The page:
Associate Dean for Academic Affairs
Professor of Law
Director, Legal Data & Design Clinic
Associate Director for Legal Technologies at The Center for the Law of Intellectual Property and Technology
John and Frances Angelos Law Center, AL 718
Administrative Assistant: Jaquetta Oram
John and Frances Angelos Law Center, Room 433
J.D., Columbia University Law School
B.A., summa cum laude, University of California at Los Angeles
Areas of Expertise
Pretrial Detention and Bail
Innocence and Wrongful Convictions
Rhetoric and Argument
Before joining the UBalt Law faculty in 2010, Starger served as an Acting Assistant Professor of Lawyering at New York University School of Law. Starger graduated in 2002 from Columbia University Law School, where he was a recipient of the Jane Marks Murphy Prize (for Clinical Excellence), and a graduation speaker for his J.D. class. Following graduation, Starger clerked for Magistrate Judge Michael Dolinger in the Southern District of New York. From 2003 to 2007, he worked as a Staff Attorney at the Innocence Project at Cardozo Law School. At the Innocence Project, Starger was lead counsel on four DNA exonerations, including one from Oklahoma's death row.
Starger is the principal on the SCOTUS Mapping Project, a software-driven effort to map Supreme Court doctrine. Professor Starger has been honored for his innovative work in law and technology, named in 2014’s “Fastcase 50” and as a 2020 American Bar Association “Legal Rebel.” He is a member of the New York and Maryland bars.
Books and Book Chapters
Editor, The Value and Purpose of Law: Essays in Honor of M.N.S. Sellers (Franz Steiner Verlag 2019, Joshua Kassner and Colin Starger eds.).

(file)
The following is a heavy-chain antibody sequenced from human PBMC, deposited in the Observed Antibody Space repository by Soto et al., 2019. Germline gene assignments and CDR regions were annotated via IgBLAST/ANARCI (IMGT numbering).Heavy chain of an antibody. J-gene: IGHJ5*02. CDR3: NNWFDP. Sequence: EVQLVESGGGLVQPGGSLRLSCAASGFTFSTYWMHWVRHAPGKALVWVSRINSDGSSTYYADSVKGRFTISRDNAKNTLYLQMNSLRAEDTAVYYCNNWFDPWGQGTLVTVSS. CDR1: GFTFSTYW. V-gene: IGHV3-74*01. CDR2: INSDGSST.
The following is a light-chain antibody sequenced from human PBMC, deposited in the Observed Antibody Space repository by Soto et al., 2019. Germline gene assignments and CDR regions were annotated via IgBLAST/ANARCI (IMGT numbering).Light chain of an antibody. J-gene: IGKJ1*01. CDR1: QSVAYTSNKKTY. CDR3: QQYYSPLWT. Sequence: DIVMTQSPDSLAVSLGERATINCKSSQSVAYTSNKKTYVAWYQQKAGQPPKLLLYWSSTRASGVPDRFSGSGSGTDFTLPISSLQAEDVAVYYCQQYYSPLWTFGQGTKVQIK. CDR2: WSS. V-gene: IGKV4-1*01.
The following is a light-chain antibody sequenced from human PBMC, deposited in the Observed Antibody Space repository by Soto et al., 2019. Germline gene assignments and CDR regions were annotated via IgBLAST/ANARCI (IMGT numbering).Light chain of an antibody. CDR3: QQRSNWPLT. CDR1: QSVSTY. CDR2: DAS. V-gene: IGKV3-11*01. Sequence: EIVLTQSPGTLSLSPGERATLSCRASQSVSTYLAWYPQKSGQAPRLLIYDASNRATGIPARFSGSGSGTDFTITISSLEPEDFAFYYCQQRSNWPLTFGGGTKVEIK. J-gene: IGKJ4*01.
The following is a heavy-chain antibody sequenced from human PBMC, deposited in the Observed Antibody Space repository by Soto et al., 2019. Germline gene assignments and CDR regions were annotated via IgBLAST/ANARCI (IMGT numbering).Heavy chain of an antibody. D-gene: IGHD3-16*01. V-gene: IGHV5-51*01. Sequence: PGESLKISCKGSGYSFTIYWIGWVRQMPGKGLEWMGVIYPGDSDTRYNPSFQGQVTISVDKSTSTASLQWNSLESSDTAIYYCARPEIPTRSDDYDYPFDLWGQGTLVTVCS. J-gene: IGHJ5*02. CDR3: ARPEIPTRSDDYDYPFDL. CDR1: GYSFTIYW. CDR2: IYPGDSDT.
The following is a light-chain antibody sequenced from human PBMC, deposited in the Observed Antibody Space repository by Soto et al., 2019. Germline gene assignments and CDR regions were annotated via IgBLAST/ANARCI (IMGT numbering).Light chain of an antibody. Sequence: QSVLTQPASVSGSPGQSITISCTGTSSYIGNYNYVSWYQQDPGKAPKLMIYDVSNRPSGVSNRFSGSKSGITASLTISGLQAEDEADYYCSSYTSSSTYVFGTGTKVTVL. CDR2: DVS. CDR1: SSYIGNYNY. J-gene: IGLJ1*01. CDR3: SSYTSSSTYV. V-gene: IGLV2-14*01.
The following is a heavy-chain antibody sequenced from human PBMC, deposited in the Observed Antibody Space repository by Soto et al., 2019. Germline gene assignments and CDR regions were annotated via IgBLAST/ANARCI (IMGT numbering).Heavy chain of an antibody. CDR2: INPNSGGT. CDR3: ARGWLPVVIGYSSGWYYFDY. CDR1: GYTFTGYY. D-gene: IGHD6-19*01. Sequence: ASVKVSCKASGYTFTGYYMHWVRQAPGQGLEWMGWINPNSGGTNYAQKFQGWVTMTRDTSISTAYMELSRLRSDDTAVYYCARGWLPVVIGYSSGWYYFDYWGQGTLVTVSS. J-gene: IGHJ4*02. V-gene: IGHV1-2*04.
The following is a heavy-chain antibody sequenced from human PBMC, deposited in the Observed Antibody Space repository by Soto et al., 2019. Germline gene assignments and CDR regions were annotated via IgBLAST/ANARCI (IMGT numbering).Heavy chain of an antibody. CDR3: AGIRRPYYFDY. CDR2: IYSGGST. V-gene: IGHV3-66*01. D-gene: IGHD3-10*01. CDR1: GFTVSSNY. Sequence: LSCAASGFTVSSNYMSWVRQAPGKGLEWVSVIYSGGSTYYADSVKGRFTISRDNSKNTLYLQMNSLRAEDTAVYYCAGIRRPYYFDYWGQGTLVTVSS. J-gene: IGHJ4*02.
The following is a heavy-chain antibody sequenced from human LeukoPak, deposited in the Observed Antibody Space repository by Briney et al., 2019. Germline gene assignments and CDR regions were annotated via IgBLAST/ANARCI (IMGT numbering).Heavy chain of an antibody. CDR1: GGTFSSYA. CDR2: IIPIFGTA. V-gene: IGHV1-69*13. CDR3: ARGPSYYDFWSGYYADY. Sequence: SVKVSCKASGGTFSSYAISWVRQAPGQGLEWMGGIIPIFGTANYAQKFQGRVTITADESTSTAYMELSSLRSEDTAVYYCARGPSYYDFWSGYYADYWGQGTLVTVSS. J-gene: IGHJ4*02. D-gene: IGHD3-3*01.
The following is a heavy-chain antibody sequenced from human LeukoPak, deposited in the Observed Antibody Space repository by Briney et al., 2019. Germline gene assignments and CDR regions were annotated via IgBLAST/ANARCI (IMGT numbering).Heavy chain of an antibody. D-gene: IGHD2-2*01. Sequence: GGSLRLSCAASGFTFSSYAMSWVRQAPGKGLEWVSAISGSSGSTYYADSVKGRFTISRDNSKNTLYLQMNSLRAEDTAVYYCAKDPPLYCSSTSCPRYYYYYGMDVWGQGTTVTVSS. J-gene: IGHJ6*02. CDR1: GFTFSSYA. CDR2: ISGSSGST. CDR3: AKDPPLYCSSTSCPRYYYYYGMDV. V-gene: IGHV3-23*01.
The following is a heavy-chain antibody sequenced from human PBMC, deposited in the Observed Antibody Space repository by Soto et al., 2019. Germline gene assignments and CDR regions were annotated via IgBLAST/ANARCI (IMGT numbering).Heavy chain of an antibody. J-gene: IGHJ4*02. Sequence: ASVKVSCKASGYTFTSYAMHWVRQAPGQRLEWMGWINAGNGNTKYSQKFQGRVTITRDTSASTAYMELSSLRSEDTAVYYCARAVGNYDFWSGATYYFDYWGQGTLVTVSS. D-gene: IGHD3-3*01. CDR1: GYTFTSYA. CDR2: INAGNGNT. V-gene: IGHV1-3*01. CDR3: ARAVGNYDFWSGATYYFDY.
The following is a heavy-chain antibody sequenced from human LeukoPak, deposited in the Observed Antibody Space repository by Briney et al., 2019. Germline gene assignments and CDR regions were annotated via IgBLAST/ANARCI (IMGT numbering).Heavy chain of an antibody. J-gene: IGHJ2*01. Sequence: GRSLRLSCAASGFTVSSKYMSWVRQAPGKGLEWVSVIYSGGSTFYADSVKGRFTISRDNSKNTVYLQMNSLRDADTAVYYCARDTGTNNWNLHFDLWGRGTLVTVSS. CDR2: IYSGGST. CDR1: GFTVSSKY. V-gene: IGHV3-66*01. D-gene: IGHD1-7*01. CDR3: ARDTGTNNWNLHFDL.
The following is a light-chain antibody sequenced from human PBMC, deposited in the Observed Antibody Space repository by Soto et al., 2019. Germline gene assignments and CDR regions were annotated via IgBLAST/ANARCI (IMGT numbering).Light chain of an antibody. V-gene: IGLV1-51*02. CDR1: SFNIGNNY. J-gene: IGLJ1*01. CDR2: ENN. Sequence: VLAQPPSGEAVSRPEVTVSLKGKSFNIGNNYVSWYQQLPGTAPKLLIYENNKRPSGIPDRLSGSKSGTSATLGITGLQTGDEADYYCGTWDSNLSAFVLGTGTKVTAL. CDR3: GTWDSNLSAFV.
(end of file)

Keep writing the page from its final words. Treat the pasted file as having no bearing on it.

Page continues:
A Separate Abridged Edition of the First Amendment, in Justice Scalia: Rhetoric and the Rule of Law (University of Chicago Press 2019, Jay Mootz and Brian Slocum eds.)
The Dialectic of Stare Decisis Doctrine, in Precedent in the United States Supreme Court (Christopher J. Peters, ed., 2013).
Articles and Essays
Whistling Dixie , CUNY L.R. Blog (Sept. 9, 2022), (with Peggy Davis and Aderson Francois).
A Butterfly in COVID: Structural Racism and Baltimore's Pretrial Legal System, 82 Md. L. Rev. 1 (2022) (with Douglas Colbert) (lead article).
The Argument that Cries Wolfish, MIT Computational Law Report (2020)
Legitimacy, Authority, and the Right to Affordable Bail , 26 Wm. & Mary Bill Rts. J. 589 (2018).
New Wine in Old Wineskins: Metaphor and Legal Research , 92 Notre Dame L. Rev. Online 1 (2016) (with Amy Sloan).
Constitutional Law and Rhetoric , 18 U. PA. J. CONST. L. 1347 (2016).
Mapping Supreme Court Doctrine: Civil Pleading , 7 Fed. Ct. L. Rev. 275 (2014) (with Scott Dodson).
A Visual Guide to United States v. Windsor: Doctrinal Origins of Justice Kennedy’s Majority Opinion
, 108 Nw. U. L. Rev. Colloquy 130 (2013).
A Visual Guide to United States v. Windsor: Doctrinal Origins of Justice Kennedy's Majority Opinion (alternate link)